Set to retire in October after 24 years of ministry with ABHMS, Wright-Riggins preached about extending grace to all, as exemplified by the Apostle Paul in his letter to the Philippians. Although Paul was scourged, abused, disgraced and humiliated in Philippi, said Wright-Riggins, “he did not once utter the words ‘forget you.’” Instead, Wright-Riggins noted, “Paul writes, ‘I thank God every time I remember you.’”
Wright-Riggins said grace is being exhibited by survivors of the recent racially motivated church shooting in Charleston, S.C. “In Charleston, as in Philippi,” Wright-Riggins said, “humans demonstrate the capacity to move beyond ‘forget you’ to ‘I forgive you.’”
Once again urging grace, Wright-Riggins rhetorically asked: “How do we draw circles around ourselves, inviting people in, rather than drawing circles around ourselves excluding people—especially when we feel we have been hurt or victimized by these people?”
Wright-Riggins said American Baptists can overcome their differences by learning “to greet each other with ‘Grace to you and peace from God our Father and the Lord Jesus Christ.’” He added: “The river of peace—or shalom fullness—comes only from the current flowing from grace.”
At Saturday’s ABHMS luncheon, both Wright-Riggins and ABCUSA General Secretary Dr. A. Roy Medley were honored as they look to retirement this year. Following a litany, each was “draped with a mantle”—Wright-Riggins’ in the form of a quilt crafted by members of Friendship Missionary Baptist Church, Charlotte, N.C., and Medley’s in the form of a prayer shawl woven by Judy Connor Jones of Plymouth, Mass.
“Scripture offers us the image of a mantle in stories of leadership,” said ABHMS board member the Rev. David C. Gregg, during presentation of the mantles. “Mantles are passed down when leaders make a transition and hand off responsibility to a new generation.”
During the mantles’ draping, Lois Chiles, vice president of ABHMS’ board of directors, addressed Wright-Riggins: “For 24 years, you have stood as visionary leader and prophetic voice, walking in the tradition of past visionaries and prophets to bring today’s leaders into a transformed future. You have cultivated diversity in our community, and you have advocated for justice in this nation and around the world. We are thankful for your Passionary challenge, urging us to follow Christ more nearly, to love more dearly, and to incarnate God’s grace more clearly.”
Luncheon preacher the Rev. Yamina Apolinaris, executive director, Corporacion Milagros del Amor (“Miracles of Love Corporation”), an ABHMS Neighborhood Action Program Christian center in Caguas, Puerto Rico, noted that all American Baptists are children of the women who taught them, among other priorities, to behave in church, memorize the Bible, visit shut-ins, feed the hungry, and value self and others.
“Aidsand and Roy, I have this feeling that, as with Jesus, each one of you are your mother’s sons,” she said, addressing the two soon-to-retire denominational leaders. “As your mothers left their mark on you, so your ministries have left their mark on the ministries of this denomination.”
During Saturday evening’s plenary worship, Wright-Riggins and Dr. J. Alfred Smith Jr., pastor of the historic Allen Temple Baptist Church, Oakland, Calif., presented the Edwin T. Dahlberg Peace and Justice Award to Rep. Barbara Lee of California’s 13th Congressional District. A member of Allen Temple, Lee is donating the monetary portion of the award to the church’s AIDS ministry.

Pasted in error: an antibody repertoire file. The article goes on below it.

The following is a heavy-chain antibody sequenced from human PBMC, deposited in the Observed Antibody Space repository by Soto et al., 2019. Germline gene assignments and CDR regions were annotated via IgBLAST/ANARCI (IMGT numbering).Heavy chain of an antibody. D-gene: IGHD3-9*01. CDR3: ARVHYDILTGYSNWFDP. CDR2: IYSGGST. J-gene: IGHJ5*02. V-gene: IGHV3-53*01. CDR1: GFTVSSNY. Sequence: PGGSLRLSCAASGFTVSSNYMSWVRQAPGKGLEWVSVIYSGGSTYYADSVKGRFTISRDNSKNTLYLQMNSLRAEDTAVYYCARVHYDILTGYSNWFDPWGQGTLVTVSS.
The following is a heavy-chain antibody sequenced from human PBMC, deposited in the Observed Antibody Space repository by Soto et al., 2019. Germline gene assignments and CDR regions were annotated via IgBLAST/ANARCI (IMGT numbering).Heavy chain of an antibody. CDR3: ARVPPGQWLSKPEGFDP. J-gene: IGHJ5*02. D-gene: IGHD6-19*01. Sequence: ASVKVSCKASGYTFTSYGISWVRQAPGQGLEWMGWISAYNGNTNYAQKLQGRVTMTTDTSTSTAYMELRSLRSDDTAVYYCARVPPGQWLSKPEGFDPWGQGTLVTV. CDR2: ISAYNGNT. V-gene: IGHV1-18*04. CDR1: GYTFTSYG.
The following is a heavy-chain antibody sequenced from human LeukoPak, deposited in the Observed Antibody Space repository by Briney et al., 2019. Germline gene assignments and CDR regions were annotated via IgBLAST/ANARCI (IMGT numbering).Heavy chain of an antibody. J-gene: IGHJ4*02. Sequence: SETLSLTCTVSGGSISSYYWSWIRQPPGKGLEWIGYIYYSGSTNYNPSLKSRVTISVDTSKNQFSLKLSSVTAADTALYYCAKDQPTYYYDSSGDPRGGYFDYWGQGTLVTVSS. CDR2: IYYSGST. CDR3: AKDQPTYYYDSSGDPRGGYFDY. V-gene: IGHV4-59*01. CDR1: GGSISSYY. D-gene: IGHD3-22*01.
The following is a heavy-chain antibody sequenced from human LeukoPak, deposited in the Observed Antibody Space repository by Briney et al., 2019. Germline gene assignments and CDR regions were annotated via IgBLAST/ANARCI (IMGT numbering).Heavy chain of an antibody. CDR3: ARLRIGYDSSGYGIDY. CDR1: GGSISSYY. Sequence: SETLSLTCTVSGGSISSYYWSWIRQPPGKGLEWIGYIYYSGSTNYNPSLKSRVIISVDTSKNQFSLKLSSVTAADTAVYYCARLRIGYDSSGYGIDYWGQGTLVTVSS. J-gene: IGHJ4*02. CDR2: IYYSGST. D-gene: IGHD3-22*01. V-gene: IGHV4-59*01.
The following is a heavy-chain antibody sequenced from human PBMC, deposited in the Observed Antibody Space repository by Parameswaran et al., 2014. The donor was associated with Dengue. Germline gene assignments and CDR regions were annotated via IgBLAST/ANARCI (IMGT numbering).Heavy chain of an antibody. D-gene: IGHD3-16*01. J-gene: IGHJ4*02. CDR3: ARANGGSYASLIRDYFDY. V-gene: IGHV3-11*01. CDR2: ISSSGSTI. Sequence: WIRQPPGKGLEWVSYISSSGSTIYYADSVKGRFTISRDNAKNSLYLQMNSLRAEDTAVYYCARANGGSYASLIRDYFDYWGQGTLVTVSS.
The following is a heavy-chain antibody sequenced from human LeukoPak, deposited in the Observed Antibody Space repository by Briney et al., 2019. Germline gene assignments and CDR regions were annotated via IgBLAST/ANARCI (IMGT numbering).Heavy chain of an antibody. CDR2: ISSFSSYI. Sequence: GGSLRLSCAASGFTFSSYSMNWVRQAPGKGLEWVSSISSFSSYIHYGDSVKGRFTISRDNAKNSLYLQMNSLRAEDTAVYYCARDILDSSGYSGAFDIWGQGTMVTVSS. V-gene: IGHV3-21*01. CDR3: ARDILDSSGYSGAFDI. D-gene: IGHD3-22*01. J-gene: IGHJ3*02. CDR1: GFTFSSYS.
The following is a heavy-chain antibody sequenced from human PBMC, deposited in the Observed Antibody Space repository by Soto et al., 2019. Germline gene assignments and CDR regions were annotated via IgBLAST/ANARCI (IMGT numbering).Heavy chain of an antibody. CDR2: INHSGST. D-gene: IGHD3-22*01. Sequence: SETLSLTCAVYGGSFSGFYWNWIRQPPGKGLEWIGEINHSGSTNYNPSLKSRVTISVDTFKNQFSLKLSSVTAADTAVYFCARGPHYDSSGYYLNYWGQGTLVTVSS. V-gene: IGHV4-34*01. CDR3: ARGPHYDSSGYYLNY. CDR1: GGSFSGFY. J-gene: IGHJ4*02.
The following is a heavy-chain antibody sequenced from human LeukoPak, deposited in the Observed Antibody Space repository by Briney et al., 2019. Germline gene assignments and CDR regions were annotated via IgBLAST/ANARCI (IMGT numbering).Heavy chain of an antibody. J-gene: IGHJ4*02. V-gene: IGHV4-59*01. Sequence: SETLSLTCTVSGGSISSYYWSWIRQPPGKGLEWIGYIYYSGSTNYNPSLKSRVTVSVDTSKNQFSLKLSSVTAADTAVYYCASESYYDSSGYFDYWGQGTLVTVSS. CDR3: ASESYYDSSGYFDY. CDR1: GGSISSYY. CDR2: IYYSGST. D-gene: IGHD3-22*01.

“This is a very humbling award. Throughout his life—from his fight against the darkness of war to his work with ABCUSA—Dahlberg led a dedicated life to God,” said Lee, adding that she is honored to be among the award’s recipients, which include the Rev. Dr. Martin Luther King Jr., Children’s Defense Fund founder Marian Wright Edelman and former President Jimmy Carter.
“I can’t explain how honored I am,” Lee said, expressing her awe for American Baptist ministry. “Your mission—what you are doing in the church, what you are doing throughout the world—cannot be applauded enough.”
During plenary worship on Friday evening, the Suzan Johnson Cook Religious Freedom Award was presented to Chin Baptist Churches USA (CBCUSA) and Karen Baptist Churches USA (KBCUSA) by Wright-Riggins and Chiles, accompanied by Cook, former pastor of Mariners’ Temple Baptist Church, New York City, who served as U.S. ambassador-at-large for international religious freedom, 2011-2013.
Accepting the award on behalf of CBCUSA, the Rev. Dr. Duh Kam, executive minister of CBC, said, “This award will speak louder to the people of Myanmar, who long for religious freedom.”
Accepting the award on behalf of KBCUSA, the Rev. Dr. Saw Ler Htoo, executive secretary of KBCUSA, said that the award will “stand for religious rights and freedom in the future.”
Among the speakers at ABHMS’ exhibit throughout the weekend were Dr. Adam Bond, assistant professor of Historical Studies and American Baptist liaison at Samuel DeWitt Proctor School of Theology, Virginia Union University, who discussed “Church on Purpose: Reinventing Discipleship, Community, & Justice,” a Judson Press-published volume of essays that he co-edited; the Rev. Dwight Stinnett, executive minister, American Baptist Churches of the Great Rivers Region, with “A Response to Ferguson”; and J. Brent Walker, executive director, Baptist Joint Committee for Religious Liberty, on “Religious Liberty Today.”
ABHMS—the domestic mission arm of American Baptist Churches USA—ministers as the caring heart and serving hands of Jesus Christ across the United States and Puerto Rico through a multitude of initiatives that focus on discipleship, community and justice.
American Baptist Churches USA is one of the most diverse Christian denominations today, with over 5,200 local congregations comprised of 1.3 million members, across the United States and Puerto Rico, all engaged in God’s mission around the world.